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Touch. Thus men may grow wiser every day! it is the first time that ever I heard, breaking of ribs was sport for ladies.
Cel. Or I, I promise thee.
Ros. But is there any else longs to see this broken musick in his sides?7 is there yet another dotes upon rib-breaking ?-Shall we see this wrestling, cousin?
Le Beau. You must, if you stay here: for here is the place appointed for the wrestling, and they are ready to perform it.
Cel. Yonder, sure, they are coming: Let us now stay and see it. Flourish, Enter Duke FREDERICK, Lords, ORLANDO,
CHARLES, and Attendants. Duke F. Come on; since the youth will not be entreated, his own peril on his forwardness.
Ros. Is yonder the man?
- is there any else longs to see this broken musick in his sides?] A stupid error in the copies. They are talking here of some who had their ribs broke in wrestling: and the pleasantry of Rosalind's repartee must consist in the allusion she makes to composing in musick. It necessarily follows, therefore, that the poet wrote-Set this broken musick in his sides. Warburton.
If any change were necessary, I should write, feel this broken musick, for see. But see is the colloquial term for perception or experiment. So we say every day; see if the water be hot; I will see which is the best time; she has tried, and sees that she cannot lift it. In this sense see may be here used. The sufferer can, with no propriety, be said to set the musick; neither is the allusion to the act of tuning an instrument, or pricking a tune, one of which must be meant by setting musick. Rosalind hints at a whimsical similitude between the series of ribs gradually shortening, and some musical instruments, and therefore calls broken ribs, broken musick. Johnson.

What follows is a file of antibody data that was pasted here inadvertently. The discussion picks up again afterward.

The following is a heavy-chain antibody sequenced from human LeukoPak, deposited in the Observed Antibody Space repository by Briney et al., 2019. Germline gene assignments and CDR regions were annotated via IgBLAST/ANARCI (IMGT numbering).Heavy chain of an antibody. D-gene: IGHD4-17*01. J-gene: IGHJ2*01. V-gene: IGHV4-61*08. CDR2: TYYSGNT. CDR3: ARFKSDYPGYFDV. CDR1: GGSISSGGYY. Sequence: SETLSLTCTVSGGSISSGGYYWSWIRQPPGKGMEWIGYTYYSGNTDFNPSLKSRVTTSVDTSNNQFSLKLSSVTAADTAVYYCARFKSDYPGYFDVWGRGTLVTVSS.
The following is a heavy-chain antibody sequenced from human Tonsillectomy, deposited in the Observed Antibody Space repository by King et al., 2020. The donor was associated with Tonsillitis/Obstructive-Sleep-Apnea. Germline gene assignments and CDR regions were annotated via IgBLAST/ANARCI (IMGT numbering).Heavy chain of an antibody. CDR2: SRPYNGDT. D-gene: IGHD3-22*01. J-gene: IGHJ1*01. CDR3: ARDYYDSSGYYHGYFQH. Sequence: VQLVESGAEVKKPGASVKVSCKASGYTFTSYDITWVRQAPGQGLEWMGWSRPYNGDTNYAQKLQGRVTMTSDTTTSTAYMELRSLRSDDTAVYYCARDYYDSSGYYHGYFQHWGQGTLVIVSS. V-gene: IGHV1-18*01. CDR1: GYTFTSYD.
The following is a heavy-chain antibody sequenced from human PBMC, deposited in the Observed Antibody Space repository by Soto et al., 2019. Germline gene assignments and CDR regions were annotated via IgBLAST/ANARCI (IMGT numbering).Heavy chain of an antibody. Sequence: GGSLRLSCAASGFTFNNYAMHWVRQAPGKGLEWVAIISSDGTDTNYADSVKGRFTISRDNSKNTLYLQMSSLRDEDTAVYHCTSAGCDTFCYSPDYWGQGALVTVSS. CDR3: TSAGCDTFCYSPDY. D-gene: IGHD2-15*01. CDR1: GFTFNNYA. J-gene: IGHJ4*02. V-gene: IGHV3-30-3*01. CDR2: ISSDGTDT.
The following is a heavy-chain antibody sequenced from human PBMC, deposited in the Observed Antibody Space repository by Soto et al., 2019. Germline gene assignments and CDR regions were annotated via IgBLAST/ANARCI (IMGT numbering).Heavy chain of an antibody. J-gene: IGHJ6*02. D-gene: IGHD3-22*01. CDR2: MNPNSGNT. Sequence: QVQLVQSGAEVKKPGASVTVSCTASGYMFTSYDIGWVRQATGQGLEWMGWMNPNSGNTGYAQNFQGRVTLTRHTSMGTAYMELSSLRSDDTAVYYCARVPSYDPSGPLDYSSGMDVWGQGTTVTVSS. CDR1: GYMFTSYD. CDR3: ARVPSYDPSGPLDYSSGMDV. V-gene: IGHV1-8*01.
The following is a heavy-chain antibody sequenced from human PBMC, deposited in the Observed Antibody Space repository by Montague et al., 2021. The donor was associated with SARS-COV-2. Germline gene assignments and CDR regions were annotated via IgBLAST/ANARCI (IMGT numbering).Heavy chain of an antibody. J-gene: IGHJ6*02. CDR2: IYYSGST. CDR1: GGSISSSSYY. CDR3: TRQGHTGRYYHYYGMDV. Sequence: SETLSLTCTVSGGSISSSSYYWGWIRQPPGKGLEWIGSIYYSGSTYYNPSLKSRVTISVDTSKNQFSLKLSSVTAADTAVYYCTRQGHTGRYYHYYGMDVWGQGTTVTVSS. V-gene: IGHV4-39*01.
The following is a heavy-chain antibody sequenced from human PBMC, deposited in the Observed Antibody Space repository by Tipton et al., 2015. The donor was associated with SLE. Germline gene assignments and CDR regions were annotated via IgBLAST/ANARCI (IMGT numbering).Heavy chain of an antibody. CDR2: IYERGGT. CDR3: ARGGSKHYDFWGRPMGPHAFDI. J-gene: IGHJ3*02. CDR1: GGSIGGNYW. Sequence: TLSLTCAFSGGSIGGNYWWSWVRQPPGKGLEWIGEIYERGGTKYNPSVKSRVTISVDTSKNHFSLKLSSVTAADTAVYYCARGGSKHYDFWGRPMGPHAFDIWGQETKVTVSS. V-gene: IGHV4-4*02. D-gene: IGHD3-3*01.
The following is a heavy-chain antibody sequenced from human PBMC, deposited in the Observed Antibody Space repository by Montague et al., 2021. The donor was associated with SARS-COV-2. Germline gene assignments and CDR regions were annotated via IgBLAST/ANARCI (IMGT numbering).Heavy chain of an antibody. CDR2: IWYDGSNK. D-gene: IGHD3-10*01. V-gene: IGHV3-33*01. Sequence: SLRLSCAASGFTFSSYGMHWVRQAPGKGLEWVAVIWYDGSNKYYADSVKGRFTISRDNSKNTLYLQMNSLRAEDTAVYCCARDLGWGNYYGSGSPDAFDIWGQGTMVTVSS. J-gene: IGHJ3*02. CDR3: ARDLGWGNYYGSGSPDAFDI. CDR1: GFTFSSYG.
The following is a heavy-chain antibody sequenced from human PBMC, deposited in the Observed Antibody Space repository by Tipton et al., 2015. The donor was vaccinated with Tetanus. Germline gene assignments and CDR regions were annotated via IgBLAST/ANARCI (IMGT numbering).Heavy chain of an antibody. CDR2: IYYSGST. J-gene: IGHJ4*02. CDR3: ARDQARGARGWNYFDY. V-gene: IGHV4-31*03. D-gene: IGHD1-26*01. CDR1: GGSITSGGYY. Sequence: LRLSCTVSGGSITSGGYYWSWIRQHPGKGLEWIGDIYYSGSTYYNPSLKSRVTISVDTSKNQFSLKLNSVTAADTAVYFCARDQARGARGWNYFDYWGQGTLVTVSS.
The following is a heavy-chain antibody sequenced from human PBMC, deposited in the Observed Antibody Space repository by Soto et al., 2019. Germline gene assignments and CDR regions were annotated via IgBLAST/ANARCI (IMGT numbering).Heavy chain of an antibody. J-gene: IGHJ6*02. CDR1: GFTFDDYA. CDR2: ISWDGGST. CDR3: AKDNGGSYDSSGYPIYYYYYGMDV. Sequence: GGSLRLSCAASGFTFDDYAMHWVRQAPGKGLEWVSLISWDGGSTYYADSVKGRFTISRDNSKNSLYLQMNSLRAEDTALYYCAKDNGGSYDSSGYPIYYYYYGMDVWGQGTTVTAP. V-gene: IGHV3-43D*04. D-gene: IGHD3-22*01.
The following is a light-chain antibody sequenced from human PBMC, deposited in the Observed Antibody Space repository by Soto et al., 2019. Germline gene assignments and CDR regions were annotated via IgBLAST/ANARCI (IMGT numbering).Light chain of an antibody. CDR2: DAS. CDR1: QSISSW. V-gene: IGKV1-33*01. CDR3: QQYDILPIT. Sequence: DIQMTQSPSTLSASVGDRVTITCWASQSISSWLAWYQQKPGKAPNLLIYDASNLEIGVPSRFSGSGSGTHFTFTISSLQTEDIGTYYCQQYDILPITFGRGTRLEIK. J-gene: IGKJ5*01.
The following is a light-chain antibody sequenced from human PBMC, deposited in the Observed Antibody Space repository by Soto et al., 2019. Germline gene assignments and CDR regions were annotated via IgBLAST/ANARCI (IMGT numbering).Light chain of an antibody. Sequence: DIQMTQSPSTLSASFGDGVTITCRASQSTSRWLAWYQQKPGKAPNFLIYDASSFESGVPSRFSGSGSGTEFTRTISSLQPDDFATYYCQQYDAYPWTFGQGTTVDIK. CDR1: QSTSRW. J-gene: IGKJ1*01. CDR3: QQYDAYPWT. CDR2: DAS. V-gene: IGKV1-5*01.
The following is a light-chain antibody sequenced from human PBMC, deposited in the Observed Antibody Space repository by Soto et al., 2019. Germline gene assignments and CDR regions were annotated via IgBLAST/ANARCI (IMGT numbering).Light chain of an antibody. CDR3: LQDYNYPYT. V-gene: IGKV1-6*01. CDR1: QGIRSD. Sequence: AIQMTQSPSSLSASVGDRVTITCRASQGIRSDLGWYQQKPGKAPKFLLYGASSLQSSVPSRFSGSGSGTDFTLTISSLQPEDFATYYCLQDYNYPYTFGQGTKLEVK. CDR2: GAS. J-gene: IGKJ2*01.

This probably alludes to the pipe of Pan, which consisting of reeds of unequal length, and gradually lessening, bore some resemblance to the ribs of a man. M. Mason.
Broken musick either means the noise which the breaking of ribs would occasion, or the hollow sound which proceeds from a person's receiving a violent fall. Douce.
I can offer no legitimate explanation of this passage, but may observe that another, somewhat parallel, occurs in K. Henry V:
Come, your answer in broken musick; for thy voice is musick, and thy English broken.” Steevens.
Cel. Alas, he is too young: yet he looks successfully.
Duke F. How now, daughter, and cousin? are you crept hither to see the wrestling?